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Ask the Experts

My Son Compares Himself to His Gifted Brother

By Dr. Stacie Bunning, clinical psychologist

Question:

My first-grade son doesn't read well, although he is very creative and gifted in other ways. My 9-year-old son is very gifted in reading and reads high-school-level books. This is becoming an issue because my younger son feels that he isn't smart. How can I help him feel better?

Answer:

It's pretty easy to provide our firstborn child with praise, attention and other forms of reinforcement. When more children come along, we find ourselves faced with a dilemma: How do we provide equal amounts of the good stuff to each child? How do we keep one or the other from feeling slighted, and how do we handle our own feelings of guilt when it inevitably happens anyway? Parental guilt and sibling rivalry are complex issues, but the issue here may be much simpler to resolve.

When you say your first-grader "doesn't read well," I'm not sure what you mean. Is he reading below the level of his classmates? If so, talk with his teacher about your concerns, and ask for suggestions about how to boost his skills at home. Or is he not reading as well as his older brother did at the same age? If this is the case, you may need to change your expectations, or it may simply be a confidence issue. If he has seen his brother get praise for his reading abilities, then he may feel that he falls short. Make certain that you praise your younger boy for his efforts and strengths as often as you praise his brother for his.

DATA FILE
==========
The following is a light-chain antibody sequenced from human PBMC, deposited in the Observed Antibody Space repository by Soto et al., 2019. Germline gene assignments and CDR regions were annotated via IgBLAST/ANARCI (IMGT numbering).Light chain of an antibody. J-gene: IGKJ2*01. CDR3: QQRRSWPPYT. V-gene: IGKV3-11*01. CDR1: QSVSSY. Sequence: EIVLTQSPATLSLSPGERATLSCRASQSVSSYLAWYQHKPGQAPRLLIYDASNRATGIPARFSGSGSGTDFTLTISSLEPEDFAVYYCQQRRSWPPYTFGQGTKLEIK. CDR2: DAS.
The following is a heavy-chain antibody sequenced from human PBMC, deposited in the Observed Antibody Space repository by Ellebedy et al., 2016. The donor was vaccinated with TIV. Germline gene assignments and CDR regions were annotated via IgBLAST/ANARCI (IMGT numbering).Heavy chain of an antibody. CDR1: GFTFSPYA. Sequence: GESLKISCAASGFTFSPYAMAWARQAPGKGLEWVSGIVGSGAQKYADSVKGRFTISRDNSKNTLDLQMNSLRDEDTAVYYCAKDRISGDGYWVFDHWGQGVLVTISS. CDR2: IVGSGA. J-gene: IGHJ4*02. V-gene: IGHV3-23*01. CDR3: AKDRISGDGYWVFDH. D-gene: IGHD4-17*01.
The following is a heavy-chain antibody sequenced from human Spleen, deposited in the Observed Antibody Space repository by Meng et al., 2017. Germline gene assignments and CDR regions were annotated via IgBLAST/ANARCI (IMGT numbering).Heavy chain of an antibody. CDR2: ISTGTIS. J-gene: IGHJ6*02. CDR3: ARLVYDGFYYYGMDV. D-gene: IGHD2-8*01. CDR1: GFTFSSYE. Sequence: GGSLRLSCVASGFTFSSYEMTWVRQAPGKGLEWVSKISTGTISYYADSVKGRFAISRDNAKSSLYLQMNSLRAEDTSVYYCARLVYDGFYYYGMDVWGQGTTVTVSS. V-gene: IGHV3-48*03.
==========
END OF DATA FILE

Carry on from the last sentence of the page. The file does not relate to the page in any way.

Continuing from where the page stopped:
Finally, consider that your younger son may be asking for something else when he tells you he isn't smart. Pay attention to the circumstances when he says this. Does he say it right after you praise his older brother? Does he say it when he's tired or coming down with a cold? Could he just want some attention? Sometimes a big hug and redirection can take the intensity out of such moments. If you think this is the case, try to underreact when he says it, and move him on to something else.


Dr. Stacie Bunning is a licensed clinical psychologist in the St. Louis area. She has worked with children, adolescents, and their families in a variety of clinical settings for 20 years. Bunning also teaches courses in child psychology, adolescent psychology, and human development at Maryville University in St. Louis.

Advice from our experts is not a substitute for professional diagnosis or treatment from a health-care provider or learning expert familiar with your unique situation. We recommend consulting a qualified professional if you have concerns about your child's condition.

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